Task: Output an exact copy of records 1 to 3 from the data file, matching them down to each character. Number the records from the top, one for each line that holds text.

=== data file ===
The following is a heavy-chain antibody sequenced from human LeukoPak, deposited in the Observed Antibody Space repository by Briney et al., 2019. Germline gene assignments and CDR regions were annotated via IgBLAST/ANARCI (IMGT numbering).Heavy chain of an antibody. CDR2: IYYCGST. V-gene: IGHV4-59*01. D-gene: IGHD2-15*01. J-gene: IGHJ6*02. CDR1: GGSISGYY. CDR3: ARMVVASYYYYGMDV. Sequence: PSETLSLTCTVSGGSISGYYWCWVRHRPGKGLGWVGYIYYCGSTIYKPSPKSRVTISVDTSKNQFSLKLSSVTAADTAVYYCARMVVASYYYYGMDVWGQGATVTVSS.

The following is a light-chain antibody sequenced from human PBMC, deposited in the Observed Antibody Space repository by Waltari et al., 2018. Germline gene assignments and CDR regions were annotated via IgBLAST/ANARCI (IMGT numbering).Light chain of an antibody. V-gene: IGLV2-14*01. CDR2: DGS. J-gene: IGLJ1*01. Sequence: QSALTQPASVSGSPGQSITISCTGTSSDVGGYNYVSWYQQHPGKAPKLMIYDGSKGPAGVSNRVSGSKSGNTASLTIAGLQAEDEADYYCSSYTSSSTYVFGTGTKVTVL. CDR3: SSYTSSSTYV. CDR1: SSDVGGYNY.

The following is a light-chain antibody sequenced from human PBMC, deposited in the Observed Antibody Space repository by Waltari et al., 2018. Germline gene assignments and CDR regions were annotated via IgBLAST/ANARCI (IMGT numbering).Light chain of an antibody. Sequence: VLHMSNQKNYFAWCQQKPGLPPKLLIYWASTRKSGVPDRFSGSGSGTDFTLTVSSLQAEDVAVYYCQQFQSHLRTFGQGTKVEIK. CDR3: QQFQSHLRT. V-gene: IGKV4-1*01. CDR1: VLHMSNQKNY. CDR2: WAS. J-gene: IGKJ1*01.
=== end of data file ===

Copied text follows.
The following is a heavy-chain antibody sequenced from human LeukoPak, deposited in the Observed Antibody Space repository by Briney et al., 2019. Germline gene assignments and CDR regions were annotated via IgBLAST/ANARCI (IMGT numbering).Heavy chain of an antibody. CDR2: IYYCGST. V-gene: IGHV4-59*01. D-gene: IGHD2-15*01. J-gene: IGHJ6*02. CDR1: GGSISGYY. CDR3: ARMVVASYYYYGMDV. Sequence: PSETLSLTCTVSGGSISGYYWCWVRHRPGKGLGWVGYIYYCGSTIYKPSPKSRVTISVDTSKNQFSLKLSSVTAADTAVYYCARMVVASYYYYGMDVWGQGATVTVSS.

The following is a light-chain antibody sequenced from human PBMC, deposited in the Observed Antibody Space repository by Waltari et al., 2018. Germline gene assignments and CDR regions were annotated via IgBLAST/ANARCI (IMGT numbering).Light chain of an antibody. V-gene: IGLV2-14*01. CDR2: DGS. J-gene: IGLJ1*01. Sequence: QSALTQPASVSGSPGQSITISCTGTSSDVGGYNYVSWYQQHPGKAPKLMIYDGSKGPAGVSNRVSGSKSGNTASLTIAGLQAEDEADYYCSSYTSSSTYVFGTGTKVTVL. CDR3: SSYTSSSTYV. CDR1: SSDVGGYNY.

The following is a light-chain antibody sequenced from human PBMC, deposited in the Observed Antibody Space repository by Waltari et al., 2018. Germline gene assignments and CDR regions were annotated via IgBLAST/ANARCI (IMGT numbering).Light chain of an antibody. Sequence: VLHMSNQKNYFAWCQQKPGLPPKLLIYWASTRKSGVPDRFSGSGSGTDFTLTVSSLQAEDVAVYYCQQFQSHLRTFGQGTKVEIK. CDR3: QQFQSHLRT. V-gene: IGKV4-1*01. CDR1: VLHMSNQKNY. CDR2: WAS. J-gene: IGKJ1*01.